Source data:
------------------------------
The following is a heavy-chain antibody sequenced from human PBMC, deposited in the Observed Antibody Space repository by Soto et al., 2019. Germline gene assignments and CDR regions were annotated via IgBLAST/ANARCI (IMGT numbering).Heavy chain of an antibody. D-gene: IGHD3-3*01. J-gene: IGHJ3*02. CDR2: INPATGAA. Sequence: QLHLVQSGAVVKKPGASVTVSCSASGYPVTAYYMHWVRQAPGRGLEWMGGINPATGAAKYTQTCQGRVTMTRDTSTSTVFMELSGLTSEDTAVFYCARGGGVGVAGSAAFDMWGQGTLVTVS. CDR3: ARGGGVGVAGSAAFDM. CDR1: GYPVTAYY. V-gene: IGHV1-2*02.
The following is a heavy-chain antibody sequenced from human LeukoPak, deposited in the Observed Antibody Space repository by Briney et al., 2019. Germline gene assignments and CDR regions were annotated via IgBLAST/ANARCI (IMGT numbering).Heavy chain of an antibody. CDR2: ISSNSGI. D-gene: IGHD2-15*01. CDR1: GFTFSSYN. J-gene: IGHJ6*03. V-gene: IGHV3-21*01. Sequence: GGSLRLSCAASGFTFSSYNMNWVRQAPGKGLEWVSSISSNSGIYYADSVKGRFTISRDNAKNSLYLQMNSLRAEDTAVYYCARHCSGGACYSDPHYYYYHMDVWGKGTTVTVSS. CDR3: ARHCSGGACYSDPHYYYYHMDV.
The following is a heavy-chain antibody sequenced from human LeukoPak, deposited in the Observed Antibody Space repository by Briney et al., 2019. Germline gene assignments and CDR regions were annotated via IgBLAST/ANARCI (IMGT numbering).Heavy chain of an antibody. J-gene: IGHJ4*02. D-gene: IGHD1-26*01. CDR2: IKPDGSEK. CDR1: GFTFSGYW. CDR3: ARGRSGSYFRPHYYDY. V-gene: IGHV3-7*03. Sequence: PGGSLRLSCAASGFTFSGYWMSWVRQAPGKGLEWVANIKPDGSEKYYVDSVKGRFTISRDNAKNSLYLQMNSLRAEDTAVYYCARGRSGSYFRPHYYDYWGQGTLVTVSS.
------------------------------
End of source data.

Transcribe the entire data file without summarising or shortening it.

The following is a heavy-chain antibody sequenced from human PBMC, deposited in the Observed Antibody Space repository by Soto et al., 2019. Germline gene assignments and CDR regions were annotated via IgBLAST/ANARCI (IMGT numbering).Heavy chain of an antibody. D-gene: IGHD3-3*01. J-gene: IGHJ3*02. CDR2: INPATGAA. Sequence: QLHLVQSGAVVKKPGASVTVSCSASGYPVTAYYMHWVRQAPGRGLEWMGGINPATGAAKYTQTCQGRVTMTRDTSTSTVFMELSGLTSEDTAVFYCARGGGVGVAGSAAFDMWGQGTLVTVS. CDR3: ARGGGVGVAGSAAFDM. CDR1: GYPVTAYY. V-gene: IGHV1-2*02.
The following is a heavy-chain antibody sequenced from human LeukoPak, deposited in the Observed Antibody Space repository by Briney et al., 2019. Germline gene assignments and CDR regions were annotated via IgBLAST/ANARCI (IMGT numbering).Heavy chain of an antibody. CDR2: ISSNSGI. D-gene: IGHD2-15*01. CDR1: GFTFSSYN. J-gene: IGHJ6*03. V-gene: IGHV3-21*01. Sequence: GGSLRLSCAASGFTFSSYNMNWVRQAPGKGLEWVSSISSNSGIYYADSVKGRFTISRDNAKNSLYLQMNSLRAEDTAVYYCARHCSGGACYSDPHYYYYHMDVWGKGTTVTVSS. CDR3: ARHCSGGACYSDPHYYYYHMDV.
The following is a heavy-chain antibody sequenced from human LeukoPak, deposited in the Observed Antibody Space repository by Briney et al., 2019. Germline gene assignments and CDR regions were annotated via IgBLAST/ANARCI (IMGT numbering).Heavy chain of an antibody. J-gene: IGHJ4*02. D-gene: IGHD1-26*01. CDR2: IKPDGSEK. CDR1: GFTFSGYW. CDR3: ARGRSGSYFRPHYYDY. V-gene: IGHV3-7*03. Sequence: PGGSLRLSCAASGFTFSGYWMSWVRQAPGKGLEWVANIKPDGSEKYYVDSVKGRFTISRDNAKNSLYLQMNSLRAEDTAVYYCARGRSGSYFRPHYYDYWGQGTLVTVSS.